While this may be the season to start putting away the grazing muzzles, as I packed up my muzzles for winter storage, it made me think about how long lasting my Best Friend muzzles are. I tend to have more horses that are easy keepers, so I have used a lot of muzzles over the years. One of my horses, a Kentucky Mountain Horse gelding named Ace, has been particularly good at wearing through muzzles. He can eat through the bottom of a cheaper muzzle in just over a month. The hole gets so big that he might as well not even be wearing the muzzle.
I have also found that the rubber on cheaper muzzles is less durable all around, so the horses can easily rip the muzzles right off if they get snagged on something. The Best Friend muzzles have a safety feature so that if the muzzle gets caught or snagged on something, the breakaway buckle will snap, but the muzzle itself is still intact and you simply change out the broken buckle for the replacement that they give you with a new muzzle.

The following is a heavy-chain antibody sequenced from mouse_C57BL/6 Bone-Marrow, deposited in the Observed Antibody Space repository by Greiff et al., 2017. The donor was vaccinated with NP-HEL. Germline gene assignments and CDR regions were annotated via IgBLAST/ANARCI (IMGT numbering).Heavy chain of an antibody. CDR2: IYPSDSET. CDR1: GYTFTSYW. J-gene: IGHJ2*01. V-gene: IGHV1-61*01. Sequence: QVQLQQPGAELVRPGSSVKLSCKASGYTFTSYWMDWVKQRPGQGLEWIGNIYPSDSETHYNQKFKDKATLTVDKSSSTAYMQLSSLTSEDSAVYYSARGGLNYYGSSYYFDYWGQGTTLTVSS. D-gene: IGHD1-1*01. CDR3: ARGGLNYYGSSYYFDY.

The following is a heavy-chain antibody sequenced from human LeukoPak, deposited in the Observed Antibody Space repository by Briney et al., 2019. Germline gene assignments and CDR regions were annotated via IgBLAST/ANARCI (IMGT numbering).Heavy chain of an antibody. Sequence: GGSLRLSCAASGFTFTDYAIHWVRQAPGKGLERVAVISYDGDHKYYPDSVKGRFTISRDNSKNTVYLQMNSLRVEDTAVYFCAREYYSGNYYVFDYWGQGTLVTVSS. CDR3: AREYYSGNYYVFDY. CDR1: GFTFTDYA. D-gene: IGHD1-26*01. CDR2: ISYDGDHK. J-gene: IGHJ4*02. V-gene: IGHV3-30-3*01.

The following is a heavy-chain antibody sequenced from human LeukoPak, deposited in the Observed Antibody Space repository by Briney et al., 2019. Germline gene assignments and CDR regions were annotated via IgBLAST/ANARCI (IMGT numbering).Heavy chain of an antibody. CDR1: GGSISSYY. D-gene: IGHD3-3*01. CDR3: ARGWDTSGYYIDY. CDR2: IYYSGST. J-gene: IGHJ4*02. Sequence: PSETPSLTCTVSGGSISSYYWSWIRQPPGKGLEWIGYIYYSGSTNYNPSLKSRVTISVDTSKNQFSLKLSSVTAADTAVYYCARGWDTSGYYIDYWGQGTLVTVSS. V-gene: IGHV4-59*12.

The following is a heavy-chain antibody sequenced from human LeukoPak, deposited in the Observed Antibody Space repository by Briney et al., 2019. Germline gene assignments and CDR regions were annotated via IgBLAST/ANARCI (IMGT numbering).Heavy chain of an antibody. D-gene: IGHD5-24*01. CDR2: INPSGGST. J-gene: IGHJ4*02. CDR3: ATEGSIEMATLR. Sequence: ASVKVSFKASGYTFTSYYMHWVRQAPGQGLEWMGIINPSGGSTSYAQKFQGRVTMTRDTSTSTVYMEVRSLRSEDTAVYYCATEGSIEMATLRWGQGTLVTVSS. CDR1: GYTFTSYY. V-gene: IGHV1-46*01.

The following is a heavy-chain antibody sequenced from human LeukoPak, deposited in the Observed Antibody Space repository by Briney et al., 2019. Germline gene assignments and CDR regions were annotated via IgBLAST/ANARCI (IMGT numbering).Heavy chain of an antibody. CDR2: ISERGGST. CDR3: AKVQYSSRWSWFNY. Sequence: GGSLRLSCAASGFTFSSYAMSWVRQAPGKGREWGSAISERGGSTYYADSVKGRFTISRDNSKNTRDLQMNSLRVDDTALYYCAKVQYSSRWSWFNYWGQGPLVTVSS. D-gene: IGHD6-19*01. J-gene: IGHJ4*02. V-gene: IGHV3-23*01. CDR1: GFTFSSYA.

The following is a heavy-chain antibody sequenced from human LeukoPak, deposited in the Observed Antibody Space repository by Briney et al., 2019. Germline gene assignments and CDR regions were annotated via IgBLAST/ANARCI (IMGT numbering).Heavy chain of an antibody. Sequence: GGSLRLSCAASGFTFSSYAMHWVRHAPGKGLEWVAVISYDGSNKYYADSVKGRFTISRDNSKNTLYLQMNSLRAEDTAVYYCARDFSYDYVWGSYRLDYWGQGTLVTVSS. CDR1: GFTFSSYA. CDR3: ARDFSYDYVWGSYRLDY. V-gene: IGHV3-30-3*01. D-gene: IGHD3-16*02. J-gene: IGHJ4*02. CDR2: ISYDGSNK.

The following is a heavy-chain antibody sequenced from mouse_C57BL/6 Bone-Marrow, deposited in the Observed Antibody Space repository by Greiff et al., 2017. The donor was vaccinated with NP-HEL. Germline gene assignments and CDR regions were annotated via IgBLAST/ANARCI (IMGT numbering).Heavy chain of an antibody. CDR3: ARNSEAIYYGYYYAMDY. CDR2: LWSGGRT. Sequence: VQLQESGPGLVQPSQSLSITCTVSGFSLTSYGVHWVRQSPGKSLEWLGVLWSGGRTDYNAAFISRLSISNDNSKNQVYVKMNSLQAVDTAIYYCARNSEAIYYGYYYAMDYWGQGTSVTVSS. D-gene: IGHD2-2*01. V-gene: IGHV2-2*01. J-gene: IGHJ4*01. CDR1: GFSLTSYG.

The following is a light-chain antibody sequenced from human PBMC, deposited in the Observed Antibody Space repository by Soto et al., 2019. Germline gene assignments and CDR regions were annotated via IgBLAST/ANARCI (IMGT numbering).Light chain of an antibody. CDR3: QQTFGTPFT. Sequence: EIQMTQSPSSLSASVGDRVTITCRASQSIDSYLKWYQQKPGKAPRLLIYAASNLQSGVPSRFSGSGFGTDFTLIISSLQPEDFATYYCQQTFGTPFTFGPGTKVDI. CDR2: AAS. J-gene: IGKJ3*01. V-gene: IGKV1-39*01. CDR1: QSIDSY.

Here is the other feature that Best Friend is putting on new muzzles that I really like – they have two openings in the front of the muzzle to allow for easier breathing on the part of the horse. The Best Friend muzzles have always been designed with a bigger “bucket area” for easier breathing, but these extra opening really make a big difference – I can tell just by the sound of the horse’s breathing in the muzzles.
There is one thing that all of the muzzle manufacturers could do better with, and that is finding a way to prevent rubs. Most of the muzzles have neoprene along the top of the bucket, but that is not enough to prevent rubbing. I almost always end up sewing fleece along the tops and around some of the straps, so if the muzzle companies could design a muzzle with the fleece already on there, it would be a huge benefit!